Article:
Catholicism, evolution, and monogenism
Posted: 27 August 2012 08:18 PM   [ Ignore ]  
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Having been raised a strict Catholic, for as long as I remember, I asked questions and received answers that simply seemed contradictory and nonsensical.  I thought that in time I’d come to understand these things with “wisdom,” however, as I aged, I came more to the realization that as George Carlin put it, religion is the “biggest bullshit story every told.”

That said, I would suggest that in today’s world (outside of the long historical context) that Catholicism is the most reasonable Abrahamic religion with regard to being open to science.  Compared to the Protestant fundamentalists advocating Young Earth Creationism, official Church doctrine is a world apart.  And then comes the “reasoning” outside of science.

I was recently browsing the web checking out Catholic teaching on Evolution and ran across how Pope Pius XII stated in the 1950s that there is “no apparent way to reconcile” polygenism with the Biblical idea of original sin (i.e. Adam and Eve separated themselves and thus all humans from God).  Now, put simply, it appears the Church is leaning more toward the idea of accepting polygenism (good, any credible scientist does!).  Meanwhile their theologians are working on reconciling this with the Adam and Eve story; i.e. creating a story to move yet another step away from the a literal biblical interpretation and try to reconcile their mountains of documentation with itself.

This is where the conflict between dogmatic Catholics becomes quite intense.  Accusations are hurled about how this still can’t reconcile, especially when Jesus mentions the story of Abel specifically (Matt 23:35).  Well, that’s a very good point and a very problematic point!  So, Jesus, who is God, who is omniscient, mentions the blood shed by a non-existent human.  Ok, so the next step is that Jesus was speaking figuratively there in terms they could understand.  Why mention a person?  What figurative way is there to interpret this?  If he’s not talking about a person, what blood was shed?  Abstract blood?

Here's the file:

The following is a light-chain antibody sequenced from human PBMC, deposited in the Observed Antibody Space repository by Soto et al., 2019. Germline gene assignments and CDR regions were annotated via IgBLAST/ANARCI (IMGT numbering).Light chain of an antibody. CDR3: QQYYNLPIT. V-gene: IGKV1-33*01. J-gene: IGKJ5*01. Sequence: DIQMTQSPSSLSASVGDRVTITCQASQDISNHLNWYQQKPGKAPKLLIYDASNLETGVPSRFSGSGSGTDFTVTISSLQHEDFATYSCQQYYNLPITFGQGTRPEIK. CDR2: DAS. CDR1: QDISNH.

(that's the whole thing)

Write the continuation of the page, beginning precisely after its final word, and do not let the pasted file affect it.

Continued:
This is probably but one of a mountain of these types of inconsistencies that could be pointed out.  I spent a good part of my life trying to reconcile things like this and gave up as a rational person. This is where Sam Harris likes to point out that the religious just call it “mystery” and it doesn’t make sense because we’re not supposed to understand it in our limited minds.  So we’re not supposed to understand the literal story Jesus told as a parable to make us understand?  How then do we understand anything written in these books?  Well, we can understand some, not all, it’s a mystery.  There’s just no end to this circular reasoning.

Thoughts, criticisms?  I just bring this up because I find the whole thing absolutely fascinating in a sort of maddening way.

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Posted: 27 August 2012 08:30 PM   [ Ignore ]   [ # 1 ]  
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As a follow up to the above, does anyone think the modern Church’s willingness to embrace science could be it’s ultimate undoing?  The advancement of scientific knowledge is exploding exponentially.  While the Church tries to keep up, it seems that they try to wrap up their dogma less with the observable world as they did in the past and be careful to make statements that are unfalsifiable.  Of course, there’s dilemmas like what I post above.  Will science eventually just overwhelm the pace they scramble to alter their teachings? I believe that if a god exists, obviously science will not be inconsistent with that notion, but as the inconsistencies continue to be amended, it seems we’re just left with “god of the gaps.”.

[ Edited: 28 August 2012 09:13 PM by SearchingReason]
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Posted: 28 August 2012 08:26 PM   [ Ignore ]   [ # 2 ]  
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SearchingReason - 27 August 2012 08:30 PM